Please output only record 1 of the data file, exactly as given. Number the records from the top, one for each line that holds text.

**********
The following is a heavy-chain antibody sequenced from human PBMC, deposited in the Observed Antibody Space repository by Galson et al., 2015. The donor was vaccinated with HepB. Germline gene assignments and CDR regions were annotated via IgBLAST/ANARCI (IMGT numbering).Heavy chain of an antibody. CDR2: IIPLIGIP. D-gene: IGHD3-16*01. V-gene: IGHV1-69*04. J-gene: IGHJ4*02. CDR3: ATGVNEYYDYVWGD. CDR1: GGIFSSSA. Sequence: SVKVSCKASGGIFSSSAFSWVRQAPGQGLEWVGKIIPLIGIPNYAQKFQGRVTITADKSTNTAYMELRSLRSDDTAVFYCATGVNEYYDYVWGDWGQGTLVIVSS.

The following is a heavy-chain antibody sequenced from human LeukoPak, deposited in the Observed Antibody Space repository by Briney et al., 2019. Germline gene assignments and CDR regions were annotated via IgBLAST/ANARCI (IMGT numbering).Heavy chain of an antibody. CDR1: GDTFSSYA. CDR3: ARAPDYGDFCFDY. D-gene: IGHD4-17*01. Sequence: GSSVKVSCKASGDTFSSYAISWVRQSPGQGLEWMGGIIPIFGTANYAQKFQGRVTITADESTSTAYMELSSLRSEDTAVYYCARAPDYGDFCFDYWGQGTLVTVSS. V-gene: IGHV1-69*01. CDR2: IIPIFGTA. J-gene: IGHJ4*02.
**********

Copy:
The following is a heavy-chain antibody sequenced from human PBMC, deposited in the Observed Antibody Space repository by Galson et al., 2015. The donor was vaccinated with HepB. Germline gene assignments and CDR regions were annotated via IgBLAST/ANARCI (IMGT numbering).Heavy chain of an antibody. CDR2: IIPLIGIP. D-gene: IGHD3-16*01. V-gene: IGHV1-69*04. J-gene: IGHJ4*02. CDR3: ATGVNEYYDYVWGD. CDR1: GGIFSSSA. Sequence: SVKVSCKASGGIFSSSAFSWVRQAPGQGLEWVGKIIPLIGIPNYAQKFQGRVTITADKSTNTAYMELRSLRSDDTAVFYCATGVNEYYDYVWGDWGQGTLVIVSS.